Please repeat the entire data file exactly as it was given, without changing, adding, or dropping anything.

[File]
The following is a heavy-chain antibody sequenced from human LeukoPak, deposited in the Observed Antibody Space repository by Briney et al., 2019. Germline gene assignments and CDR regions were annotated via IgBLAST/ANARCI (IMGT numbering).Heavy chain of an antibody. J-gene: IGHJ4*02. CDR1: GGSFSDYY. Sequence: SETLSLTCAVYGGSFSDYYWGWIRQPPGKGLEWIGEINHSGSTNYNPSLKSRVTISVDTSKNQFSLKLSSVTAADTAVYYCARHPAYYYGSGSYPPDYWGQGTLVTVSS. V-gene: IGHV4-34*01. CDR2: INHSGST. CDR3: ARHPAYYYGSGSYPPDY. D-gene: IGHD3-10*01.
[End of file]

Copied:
The following is a heavy-chain antibody sequenced from human LeukoPak, deposited in the Observed Antibody Space repository by Briney et al., 2019. Germline gene assignments and CDR regions were annotated via IgBLAST/ANARCI (IMGT numbering).Heavy chain of an antibody. J-gene: IGHJ4*02. CDR1: GGSFSDYY. Sequence: SETLSLTCAVYGGSFSDYYWGWIRQPPGKGLEWIGEINHSGSTNYNPSLKSRVTISVDTSKNQFSLKLSSVTAADTAVYYCARHPAYYYGSGSYPPDYWGQGTLVTVSS. V-gene: IGHV4-34*01. CDR2: INHSGST. CDR3: ARHPAYYYGSGSYPPDY. D-gene: IGHD3-10*01.